Happy New Year! We’re kicking off the new year with the next installment in our monthly checklist series to encourage school success. The holidays are over, and you’re ready to ensure your child is starting 2017 with a determined attitude, with energy, and with your support. Our suggestions are here in the January checklist:
1. Make new goals.
It’s a new year, so make new school goals. With your child, review and revise the goals you wrote together in September. What have you accomplished? Celebrate these achievements! What still needs work? Encourage, support and cheer your child on. Let them tell you what they think is important, and listen.
2. Make resolutions for home.
Do you need to make adjustments to home routines? Homework time? Study time? Bedtime? Family time? It’s easy to allow some extra play time when grades are good. If grades flounder, it’s easy to tighten up. It’s all up to him or her. Work with your child to make any necessary changes.
3. Make resolutions for school.
What about school adjustments: Paying attention in class? Eliminating distractions? Following directions? Participating in class? Turning in homework? Best efforts, done neatly? Being responsible? Hanging out with helpful friends? Have a conversation with your child about how they can improve in the classroom, and make a plan to follow through on it.
4. Make resolutions for extracurricular activities.
Build their confidence by encouraging after-school activities. Try out for the school play. Go out for the soccer team. Volunteer in the library, the gym, or the health suite. Extracurricular activities build new friendships with kids of like interests and abilities. They’re also the best way to explore new interests and indulge curiosity. (“I wonder if I could learn all those lines? Seems hard, but I think I can do it.”)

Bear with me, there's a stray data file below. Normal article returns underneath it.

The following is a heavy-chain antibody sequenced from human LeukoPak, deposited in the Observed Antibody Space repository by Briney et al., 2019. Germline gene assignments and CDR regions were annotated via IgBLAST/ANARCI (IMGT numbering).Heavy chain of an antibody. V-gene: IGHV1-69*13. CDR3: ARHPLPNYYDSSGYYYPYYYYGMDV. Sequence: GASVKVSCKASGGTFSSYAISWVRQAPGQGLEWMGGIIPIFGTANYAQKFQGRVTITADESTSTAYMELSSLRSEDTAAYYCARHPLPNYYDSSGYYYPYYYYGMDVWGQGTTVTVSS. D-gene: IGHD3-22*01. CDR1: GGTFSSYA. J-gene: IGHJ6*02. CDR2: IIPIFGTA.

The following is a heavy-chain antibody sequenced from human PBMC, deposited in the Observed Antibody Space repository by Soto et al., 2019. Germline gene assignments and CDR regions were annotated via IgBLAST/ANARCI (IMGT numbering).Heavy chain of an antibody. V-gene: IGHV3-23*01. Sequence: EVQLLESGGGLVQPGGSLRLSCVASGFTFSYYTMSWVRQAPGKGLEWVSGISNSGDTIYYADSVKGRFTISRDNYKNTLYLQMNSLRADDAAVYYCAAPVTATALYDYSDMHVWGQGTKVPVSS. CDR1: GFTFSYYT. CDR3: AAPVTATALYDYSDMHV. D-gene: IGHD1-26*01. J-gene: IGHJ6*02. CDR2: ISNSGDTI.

5. Make plans for snow days.
Play in it, of course, but also resolve to keep up schoolwork. Check the teacher’s or the school’s website, Facebook page, or phone tree. Spend the “found time” of a snow day to work on long-range projects like that book report or the science fair. Consider adding something fun, like serving hot chocolate.
6. Get help if you need it.
Don’t mess around with this one. If you notice she needs extra help in math, reading, writing, or any subject, it’s best to address the issue now. Don’t wait. Get a tutor. Do before- or after-school sessions with a trusted teacher or an accomplished peer. Have study buddies. Host home study sessions – spring for pizza, it’s a good investment – on days before quizzes, tests, and projects. Check in on them periodically, but kids learn well from each other, especially when they’re having fun.
7. Stay determined.
When kids know we’re involved in their schoolwork and aware of important due-dates, they realize we adults are there for them when they need us. They also realize they can’t fool us (at least not always). Your determination will be contagious.